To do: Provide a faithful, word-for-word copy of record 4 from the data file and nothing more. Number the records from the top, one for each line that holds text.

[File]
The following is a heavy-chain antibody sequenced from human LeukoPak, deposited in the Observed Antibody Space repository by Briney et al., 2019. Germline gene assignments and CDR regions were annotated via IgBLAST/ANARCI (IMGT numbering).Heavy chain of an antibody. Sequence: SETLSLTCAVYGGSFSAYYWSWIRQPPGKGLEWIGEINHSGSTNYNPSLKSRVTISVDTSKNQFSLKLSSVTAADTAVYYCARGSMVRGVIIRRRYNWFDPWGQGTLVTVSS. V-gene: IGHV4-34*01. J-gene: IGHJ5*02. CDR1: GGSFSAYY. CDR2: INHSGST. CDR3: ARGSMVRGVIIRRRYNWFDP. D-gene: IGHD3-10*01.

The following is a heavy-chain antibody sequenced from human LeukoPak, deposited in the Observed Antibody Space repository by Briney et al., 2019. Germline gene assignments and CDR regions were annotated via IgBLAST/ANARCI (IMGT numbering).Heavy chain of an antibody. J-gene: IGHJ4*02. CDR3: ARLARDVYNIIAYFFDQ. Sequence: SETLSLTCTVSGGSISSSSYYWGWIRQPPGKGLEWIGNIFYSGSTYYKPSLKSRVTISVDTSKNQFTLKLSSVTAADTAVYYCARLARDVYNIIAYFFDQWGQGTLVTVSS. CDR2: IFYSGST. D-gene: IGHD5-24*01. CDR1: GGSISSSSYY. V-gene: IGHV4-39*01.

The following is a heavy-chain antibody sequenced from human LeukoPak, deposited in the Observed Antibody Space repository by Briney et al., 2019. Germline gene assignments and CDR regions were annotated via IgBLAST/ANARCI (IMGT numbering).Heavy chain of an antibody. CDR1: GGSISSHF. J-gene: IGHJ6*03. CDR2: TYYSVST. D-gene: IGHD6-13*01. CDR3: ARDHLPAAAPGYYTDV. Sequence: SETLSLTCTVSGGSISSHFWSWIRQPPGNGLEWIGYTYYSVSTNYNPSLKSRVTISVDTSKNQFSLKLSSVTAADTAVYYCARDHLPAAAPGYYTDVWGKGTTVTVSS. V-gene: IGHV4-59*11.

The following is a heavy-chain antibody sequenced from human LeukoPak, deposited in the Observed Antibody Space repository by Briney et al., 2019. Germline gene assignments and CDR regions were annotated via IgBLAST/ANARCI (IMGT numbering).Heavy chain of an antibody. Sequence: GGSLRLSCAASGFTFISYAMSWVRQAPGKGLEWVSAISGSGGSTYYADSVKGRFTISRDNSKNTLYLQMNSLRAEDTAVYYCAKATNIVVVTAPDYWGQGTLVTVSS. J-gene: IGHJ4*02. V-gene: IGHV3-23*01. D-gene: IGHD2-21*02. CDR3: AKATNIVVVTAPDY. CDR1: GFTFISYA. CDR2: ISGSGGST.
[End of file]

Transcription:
The following is a heavy-chain antibody sequenced from human LeukoPak, deposited in the Observed Antibody Space repository by Briney et al., 2019. Germline gene assignments and CDR regions were annotated via IgBLAST/ANARCI (IMGT numbering).Heavy chain of an antibody. Sequence: GGSLRLSCAASGFTFISYAMSWVRQAPGKGLEWVSAISGSGGSTYYADSVKGRFTISRDNSKNTLYLQMNSLRAEDTAVYYCAKATNIVVVTAPDYWGQGTLVTVSS. J-gene: IGHJ4*02. V-gene: IGHV3-23*01. D-gene: IGHD2-21*02. CDR3: AKATNIVVVTAPDY. CDR1: GFTFISYA. CDR2: ISGSGGST.